Carolers aren’t likely to be singing that line door to door (even on the terminal market), but a new marketing study suggests the holiday season provides a sales boost to fresh foods.
It should probably go without saying that Thanksgiving — a holiday focused on eating a big meal — is good for food sales.
And while the gift of produce may not be the Christmas staple it once was (a great-aunt of mine had a big box of Texas grapefruit sent to our home every Christmas when I was a kid), it remains heavily focused on food and feasting.
A recent Progressive Grocer article says Thanksgiving week takes the crown for highest fresh food sales of the year.
Christmas week clocks in at second place.
The article, based on findings from Nielsen Perishables Group’s FreshFacts Shopper Insights Powered by Spire, says fresh foods make up 32% of all food sales during Christmas week, compared to an annual average of 30%.
Not a huge leap but still a nice little fresh-sales stocking stuffer to finish out the year.
So how does fresh produce fare? Pretty respectably.
Out of the leading 10 Christmas week sale items the Nielsen Perishables’ research identifies, half come from the fruit and vegetable aisles:
- tomatoes; and
- packaged salads.
The research suggests 82% of U.S. households purchase these items during that week.
Of course these items are year-round favorites whose appeal transcends the holiday season.
The Packer’s Fresh Trends 2013 consumer survey finds bananas topping the list of most-purchased fruit, a distinction tomatoes hold on the vegetable side.
Fresh Trends finds onions and potatoes in the next two spots.
Maybe it’s not all holiday sales magic so much as consistent year-round demand, but the Nielsen Perishables report does find shoppers slightly more likely (1.2 times) to purchase fresh potatoes for the winter holidays.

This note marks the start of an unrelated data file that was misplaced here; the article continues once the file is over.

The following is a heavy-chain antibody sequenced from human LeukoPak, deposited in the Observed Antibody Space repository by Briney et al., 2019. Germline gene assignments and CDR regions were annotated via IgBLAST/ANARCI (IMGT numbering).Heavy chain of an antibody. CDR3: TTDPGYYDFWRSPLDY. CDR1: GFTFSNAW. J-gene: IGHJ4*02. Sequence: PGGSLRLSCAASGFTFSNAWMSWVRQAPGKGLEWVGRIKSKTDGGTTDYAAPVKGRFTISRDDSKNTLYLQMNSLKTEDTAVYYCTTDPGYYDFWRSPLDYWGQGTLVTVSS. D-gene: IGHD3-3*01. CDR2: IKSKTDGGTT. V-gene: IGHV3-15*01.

Other produce items enjoying increased Christmas week likelihood of purchase are citrus (1.3 times the purchase likelihood) and celery (1.4 times).
Christmas week sales leaders elsewhere in the grocery store present cross-promotional opportunities.
Consumers are 1.7 times as likely to buy cream cheese at that time, great for mixing with blue cheese and stuffing celery sticks for a Thanksgiving or Christmas dinner vegetable plate.
My mom’s been doing that as far back as I can remember, including the recent Thanksgiving meal that still has me feeling a little stuffed.
Butter and sour cream experience a slight uptick in sales (1.4 and 1.5 times,
respectively). Cross-merchandising them with potatoes is a great fit to feed demand during the holidays — or at just about anytime during the year.
To that list of cross-merchandising partners you can add bacon, which enjoys 1.2 times higher sales the week of Christmas — and happens to complement baked potatoes and the two aforementioned dairy department toppings when crumbled over a baked potato.
On the subject of meat and potatoes, the survey finds beef, pork and ham among the top-selling items with cross-promotional possibilities with potatoes, onions and other cooking vegetables.
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